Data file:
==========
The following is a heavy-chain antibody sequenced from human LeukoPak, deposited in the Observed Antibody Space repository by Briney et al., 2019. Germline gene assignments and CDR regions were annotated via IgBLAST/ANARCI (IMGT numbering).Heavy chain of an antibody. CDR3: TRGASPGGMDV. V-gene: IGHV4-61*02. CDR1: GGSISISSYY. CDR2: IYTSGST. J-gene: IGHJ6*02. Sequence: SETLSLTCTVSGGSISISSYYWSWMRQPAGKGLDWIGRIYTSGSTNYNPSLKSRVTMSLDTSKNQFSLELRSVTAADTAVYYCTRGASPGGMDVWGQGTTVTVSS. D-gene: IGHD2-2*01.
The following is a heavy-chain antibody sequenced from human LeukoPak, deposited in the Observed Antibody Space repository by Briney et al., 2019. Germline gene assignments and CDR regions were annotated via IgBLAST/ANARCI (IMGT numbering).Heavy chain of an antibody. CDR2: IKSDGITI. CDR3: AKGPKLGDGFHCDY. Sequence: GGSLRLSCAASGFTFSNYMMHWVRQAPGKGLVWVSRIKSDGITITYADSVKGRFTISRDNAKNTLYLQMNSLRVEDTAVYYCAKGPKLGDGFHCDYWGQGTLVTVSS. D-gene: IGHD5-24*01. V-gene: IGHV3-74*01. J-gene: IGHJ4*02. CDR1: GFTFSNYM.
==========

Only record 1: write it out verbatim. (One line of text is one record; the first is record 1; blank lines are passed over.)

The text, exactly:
The following is a heavy-chain antibody sequenced from human LeukoPak, deposited in the Observed Antibody Space repository by Briney et al., 2019. Germline gene assignments and CDR regions were annotated via IgBLAST/ANARCI (IMGT numbering).Heavy chain of an antibody. CDR3: TRGASPGGMDV. V-gene: IGHV4-61*02. CDR1: GGSISISSYY. CDR2: IYTSGST. J-gene: IGHJ6*02. Sequence: SETLSLTCTVSGGSISISSYYWSWMRQPAGKGLDWIGRIYTSGSTNYNPSLKSRVTMSLDTSKNQFSLELRSVTAADTAVYYCTRGASPGGMDVWGQGTTVTVSS. D-gene: IGHD2-2*01.